The same applies to new features, specifications and updates to already existing technologies. Don’t wait until it is mature and everyone else is using it, at least not in case of learning. You don’t have to start using it on client project. Start learning about it as soon as it gets traction and enthusiasts start to talk about it.

A great example of this are flex and CSS grid. There was a time when these two were also experimental. However, time have changed. Now, almost everyone uses flexbox to solve many problems. And, you can bet that CSS grid will follow similar path. Soon, it will become a regular practice in web design to create website layouts with CSS grid.

Coping with unpredictable future

This is probably what you are thinking about right now. This all sounds great, but there is still that “what if?” question. What if that technology fails? There were a lot of things in web design that came, shone, and went away. What if the technology in question will follow the same path? It is still investment of my time, time I can spend working on client projects.

You are right. The future is never guaranteed. Who could predict a few years ago that React.js will become so popular? Aside from its creators probably nobody. It was yet another questionable technology. Today, it is a leading JavaScript library, along with Vue.js and Angular. Even some clients are starting to ask for solutions based on it when they look for a web designer.

You have to accept that you are already participating in this race. Whether you like it or not. Now you have two options you can choose from. First, you can start running right when the race starts. This means investing some fraction of your time and learning that technology. Second, you can wait until the technology in question reaches maturity before you start running.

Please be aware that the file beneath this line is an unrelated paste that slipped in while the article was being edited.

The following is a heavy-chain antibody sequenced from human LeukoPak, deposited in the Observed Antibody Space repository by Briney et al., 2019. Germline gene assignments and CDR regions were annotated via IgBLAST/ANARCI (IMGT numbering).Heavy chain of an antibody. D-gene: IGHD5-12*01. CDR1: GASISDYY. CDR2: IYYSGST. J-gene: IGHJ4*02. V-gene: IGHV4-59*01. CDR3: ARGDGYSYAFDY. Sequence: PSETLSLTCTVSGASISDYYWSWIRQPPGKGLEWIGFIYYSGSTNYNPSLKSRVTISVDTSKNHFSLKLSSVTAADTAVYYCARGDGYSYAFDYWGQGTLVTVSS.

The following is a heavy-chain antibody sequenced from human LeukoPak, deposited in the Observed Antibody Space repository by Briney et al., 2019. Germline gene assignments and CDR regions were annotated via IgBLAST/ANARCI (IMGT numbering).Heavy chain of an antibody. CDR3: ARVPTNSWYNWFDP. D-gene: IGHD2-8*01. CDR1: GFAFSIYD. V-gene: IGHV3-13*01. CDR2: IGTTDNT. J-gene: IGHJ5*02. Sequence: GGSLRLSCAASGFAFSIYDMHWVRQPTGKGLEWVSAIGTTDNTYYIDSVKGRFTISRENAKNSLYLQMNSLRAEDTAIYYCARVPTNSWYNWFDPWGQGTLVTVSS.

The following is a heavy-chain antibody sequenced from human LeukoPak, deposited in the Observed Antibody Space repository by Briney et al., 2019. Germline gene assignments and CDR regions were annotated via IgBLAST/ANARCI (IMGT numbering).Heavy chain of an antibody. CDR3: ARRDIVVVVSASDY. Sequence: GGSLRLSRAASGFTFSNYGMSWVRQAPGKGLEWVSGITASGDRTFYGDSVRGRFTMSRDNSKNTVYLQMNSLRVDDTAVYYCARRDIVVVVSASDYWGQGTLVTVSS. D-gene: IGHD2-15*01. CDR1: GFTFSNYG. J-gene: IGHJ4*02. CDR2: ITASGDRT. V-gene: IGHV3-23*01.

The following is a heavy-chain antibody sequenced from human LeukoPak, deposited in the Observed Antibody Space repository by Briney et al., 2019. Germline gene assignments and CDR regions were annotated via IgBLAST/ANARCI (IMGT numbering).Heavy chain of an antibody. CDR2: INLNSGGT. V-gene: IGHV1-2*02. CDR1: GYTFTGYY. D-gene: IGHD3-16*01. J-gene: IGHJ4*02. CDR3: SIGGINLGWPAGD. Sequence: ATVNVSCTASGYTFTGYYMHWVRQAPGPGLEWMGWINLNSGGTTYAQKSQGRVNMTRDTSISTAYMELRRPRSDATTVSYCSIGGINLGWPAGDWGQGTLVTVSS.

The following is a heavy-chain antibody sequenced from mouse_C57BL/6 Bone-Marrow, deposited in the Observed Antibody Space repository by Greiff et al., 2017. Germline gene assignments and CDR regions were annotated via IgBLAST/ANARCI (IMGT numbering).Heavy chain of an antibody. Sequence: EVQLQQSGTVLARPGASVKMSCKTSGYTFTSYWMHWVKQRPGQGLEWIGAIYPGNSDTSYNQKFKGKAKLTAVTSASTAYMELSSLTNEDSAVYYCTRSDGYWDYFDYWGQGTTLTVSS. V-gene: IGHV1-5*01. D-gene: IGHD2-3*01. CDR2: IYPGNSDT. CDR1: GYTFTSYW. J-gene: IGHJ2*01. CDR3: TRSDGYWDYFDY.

Choosing the first option will automatically make you one of the leads of the race. Choosing the second will put you on the bottom, or somewhere close to it. Ask yourself, where do you want to start this race? And, remember that your participation in this race is not optional. You are a web designer and this is about technology relevant to web industry. You have to participate.

Web designer meets Vilfredo Pareto

The simplest way to solve this dilemma is following the example of that smart web designer. Take only a small fraction of your time and dedicate it to learning while leaving the rest for client projects. Remember that you don’t have to bet your house. You can make just a small bet that will help you stay in the game, or race, and maybe even make you one of the leads.

How much time should you dedicate to learning? There is something called Pareto principle. This principle says that “for many events, roughly 80% of the effects come from 20% of the causes” and it is used in many disciplines. We can use this ratio to estimate the fraction of time to dedicate to learning, at least as a starting point we can then tinker with.

So, spend 20% of your time on learning new skills, expanding your knowledge and improving the skills you already have. Then, spend the remaining 80% of your time on client projects and other work that helps you make money. Remember that with the increase of quality and quantity, especially the quality, of your skills grows the amount of money you can make as a web designer.

Avoiding experimenting

This is very closely related to what we just discussed. However, there is a difference. Learning is about gaining new knowledge, skills or improving the ones you already have. Experimenting is about putting that knowledge and skills into practice. It is also about tinkering and trying out and testing new ideas, approaches, practices, methods and even tools.